The Superb Poster Art That Abetted Stalin’s Regime

Unearthed from deep within a storage space at the Art Institute’s prints and drawings department 10 years ago, the posters reveal some remarkable technical innovations.


To the casual student of history, Stalinist Russia represented a creative Dark Ages for the country that gave the world the likes of Marc Chagall and Tolstoy. But as a new exhibit on Soviet propaganda posters reveals, artists, illustrators, and writers managed to thrive, and even innovate, despite the iron fist of Stalin’s regime.


Windows on the War: Soviet TASS Posters at Home and Abroad, 1941?1945 brings together 157 posters produced under the auspices of the USSR’s state-controlled news agency, the Telegraph Agency of the Soviet Union (TASS). The posters — rare, hand-made, and huge, with some as tall as a basketball hoop — were unearthed from deep within a storage space at the Art Institute of Chicago‘s prints and drawings department 10 years ago.

The posters were originally designed for window displays in empty storefronts and sent overseas to rally Allied and neutral nations against Nazi Germany. They depict the standard retinue of World War II-era propaganda: Hitler getting gored by Allied troops, Hilter drawn as a skeleton, Hitler dressed like Tigger and getting his paw stuck in a trap. Wait… what? Okay, so maybe “standard” isn’t quite the right word.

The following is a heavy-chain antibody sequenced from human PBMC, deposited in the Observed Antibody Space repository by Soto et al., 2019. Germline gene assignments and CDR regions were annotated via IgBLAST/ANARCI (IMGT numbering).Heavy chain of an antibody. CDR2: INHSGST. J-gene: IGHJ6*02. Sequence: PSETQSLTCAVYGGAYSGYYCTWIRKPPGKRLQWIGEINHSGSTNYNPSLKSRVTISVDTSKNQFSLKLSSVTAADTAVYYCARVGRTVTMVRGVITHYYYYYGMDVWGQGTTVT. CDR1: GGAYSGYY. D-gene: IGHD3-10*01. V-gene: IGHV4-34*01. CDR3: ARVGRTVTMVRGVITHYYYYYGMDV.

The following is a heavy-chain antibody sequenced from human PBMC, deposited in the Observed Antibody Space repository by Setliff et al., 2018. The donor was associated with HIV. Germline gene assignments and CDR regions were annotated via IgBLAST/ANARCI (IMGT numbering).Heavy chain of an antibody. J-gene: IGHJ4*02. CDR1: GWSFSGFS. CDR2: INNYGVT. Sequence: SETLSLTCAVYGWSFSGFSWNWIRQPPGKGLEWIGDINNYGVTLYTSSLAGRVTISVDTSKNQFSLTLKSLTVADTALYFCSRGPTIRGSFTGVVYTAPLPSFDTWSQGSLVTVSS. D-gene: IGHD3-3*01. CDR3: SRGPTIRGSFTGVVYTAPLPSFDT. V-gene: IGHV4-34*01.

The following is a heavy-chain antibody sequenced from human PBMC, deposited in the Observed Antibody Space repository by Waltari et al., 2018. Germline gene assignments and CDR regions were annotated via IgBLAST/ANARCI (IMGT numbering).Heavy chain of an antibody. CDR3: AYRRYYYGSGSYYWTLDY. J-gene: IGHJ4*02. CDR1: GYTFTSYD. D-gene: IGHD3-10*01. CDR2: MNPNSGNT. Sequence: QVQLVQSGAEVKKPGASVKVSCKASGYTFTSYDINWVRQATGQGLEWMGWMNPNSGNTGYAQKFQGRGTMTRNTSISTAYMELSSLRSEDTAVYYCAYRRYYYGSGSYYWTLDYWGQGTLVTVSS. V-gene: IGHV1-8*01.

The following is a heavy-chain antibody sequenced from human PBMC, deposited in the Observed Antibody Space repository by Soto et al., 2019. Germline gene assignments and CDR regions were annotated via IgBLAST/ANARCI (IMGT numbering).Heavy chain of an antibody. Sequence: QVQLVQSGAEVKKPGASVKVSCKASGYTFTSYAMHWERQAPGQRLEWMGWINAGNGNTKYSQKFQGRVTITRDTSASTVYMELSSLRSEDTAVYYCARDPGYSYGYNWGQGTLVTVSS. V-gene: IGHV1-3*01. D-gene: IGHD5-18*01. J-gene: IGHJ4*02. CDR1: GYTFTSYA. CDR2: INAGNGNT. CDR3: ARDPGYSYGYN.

In any case, the real innovation here was technical. Per the Art Institute:

[The TASS artists] produced, assembly-line style, daily editions of between 100 and 1,000 striking and sizable posters entirely by hand, through the means of painting through cut stencils and with a labor-intensive technical virtuosity previously unheard of in poster production (some of the most intricate and chromatically brilliant designs demanded 60 to 70 different stencils and color divisions).

Windows on the War opens July 31. For those of you who can’t make it out to Chicago before the exhibit closes October 23, take heart: The web-savvy Art Institute will post an image of a new poster every day on a Tumblr until the end of the show.

[Images courtesy of the Art Institute of Chicago]

About the author

Suzanne LaBarre is the editor of Co.Design. Previously, she was the online content director of Popular Science and has written for the New York Times, the New York Observer, Newsday, I.D